At first, he started doing book reviews on Empire Road, at the traffic light opposite the entrance of Wits University and getting paid for his charismatic character. He did not sell the books because of sentimental value – merely spoke about them. But eventually, he was open to leasing them out. 

As he became a familiar face in the area, people, especially students at Wits, started giving him books, including their old textbooks, to sell. 

With his hustle now even more profitable, he feared that having money would push him to relapse, and so he started a “soup kitchen”. He bought instant soup packs and bread to give to the homeless people he lived with under the bridge.

“I started the soup kitchen for selfish reasons, not because I wanted to do good. I did it because I didn’t want to have any money. If I didn’t have money lying around at least I wouldn’t think about drugs, because addiction is hard. Especially if you crave drugs and you have money in your pocket,” Dladla states. 

He gained public attention in 2013, when filmmaker Tebogo Malope interviewed him about his roadside bookstall and posted the video online where it went viral. That is also how the Pavement Bookworm moniker was born.

It was at this time that Dladla contemplated writing a book on mental illness, to try to interrogate some of the intrinsic othering of those living with the silent killer, especially – but not exclusively – in black communities.

Since then, Dladla has given a TEDxTalk in Johannesburg, in 2014, published an autobiography in 2015, opened a book club for children and is also a motivational speaker.

However, this success has come with demons. As the saying goes: new levels, new devils. 

“On the street I always had drive and the motive to wake up and go do something, wake up and go stand by the streets and sell books. And suddenly I had speaking engagements that would pay me like R30,000 once-off,” muses Dladla. 

“It made my life not as exciting as it used to be, having that sense of mission. You know, when you have to work just once a month to get paid as opposed to working every day, you lose that sense of motivation. So, I was so depressed that I ended up being admitted to Tara, a mental institution in Sandhurst.”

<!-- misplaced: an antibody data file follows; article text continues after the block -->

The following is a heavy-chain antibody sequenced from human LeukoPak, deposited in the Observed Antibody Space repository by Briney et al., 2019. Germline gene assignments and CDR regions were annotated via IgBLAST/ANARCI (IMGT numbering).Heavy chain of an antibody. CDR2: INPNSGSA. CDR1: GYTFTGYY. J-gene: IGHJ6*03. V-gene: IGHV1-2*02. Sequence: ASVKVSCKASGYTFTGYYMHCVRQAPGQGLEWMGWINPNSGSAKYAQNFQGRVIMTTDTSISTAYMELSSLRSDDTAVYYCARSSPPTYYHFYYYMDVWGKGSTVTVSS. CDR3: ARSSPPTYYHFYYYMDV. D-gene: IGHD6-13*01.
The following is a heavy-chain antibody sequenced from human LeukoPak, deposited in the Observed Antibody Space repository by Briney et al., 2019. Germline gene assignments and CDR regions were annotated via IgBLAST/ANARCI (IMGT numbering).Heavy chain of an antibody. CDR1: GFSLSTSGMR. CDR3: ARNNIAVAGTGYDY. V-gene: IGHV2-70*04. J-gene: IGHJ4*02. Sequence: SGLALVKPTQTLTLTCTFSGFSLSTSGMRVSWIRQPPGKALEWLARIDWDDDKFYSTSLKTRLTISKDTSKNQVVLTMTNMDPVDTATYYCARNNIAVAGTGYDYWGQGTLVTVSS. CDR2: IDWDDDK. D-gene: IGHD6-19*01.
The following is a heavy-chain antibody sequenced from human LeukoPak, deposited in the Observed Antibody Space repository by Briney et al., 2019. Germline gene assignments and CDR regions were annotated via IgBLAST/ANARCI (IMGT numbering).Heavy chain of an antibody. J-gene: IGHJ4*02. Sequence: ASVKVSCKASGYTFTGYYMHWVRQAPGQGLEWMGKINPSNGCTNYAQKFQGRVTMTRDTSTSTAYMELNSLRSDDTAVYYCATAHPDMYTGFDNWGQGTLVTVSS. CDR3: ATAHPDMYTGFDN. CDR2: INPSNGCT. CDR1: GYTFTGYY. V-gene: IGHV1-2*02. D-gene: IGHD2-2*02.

It was at this time that Dladla contemplated writing a book on mental illness, to try to interrogate some of the intrinsic othering of those living with the silent killer, especially – but not exclusively – in black communities.

“This book I’m working on is aimed at breaking the stigma that is attached to mental illness out there. It is a big thing. In fact, not only for black people, but white people too. Let’s just say they understand it better, but the stigma is still there,” the 31-year-old states. 

Dladla says initially it was his intention to write the book from a personal point of view. However, he met many people going through similar struggles at Tara.

He says he met people whose families don’t want them around, people who lived good lives and suddenly they just lost everything and woke up in a nightmare. And even people who’ve tried to commit suicide.

“The reason why I decided to write this book is because I have struggled a lot with my mental health like depression and stuff. I went in and out of hospital and you must remember that I’ve got a history of drug use. I’ve also been diagnosed with that bipolar mood disorder,” he says

One of the people who has been with him during his new-found struggles is Edith Phaswana, acting head at the Thabo Mbeki African Leadership Institute, Unisa, and current president of the South African Development Studies Association. She and Dladla met through a mutual friend a few years ago, and formed a very good relationship.

“My relationship with Philani became that of mother and son. He became a big part of my family. He stayed at my house and when he was admitted to hospital, I would be called to speak to his doctors as his mother is far away in KZN. Philani can come knock at my house at 2am. I have become a point of contact when he is in crisis,” Phaswana tells us. 

Dladla is looking to publish his book independently. The release date is not set as yet, but the writer says he is eyeing this year to release, although he admits that Covid-19 might put a dampener on those plans. DM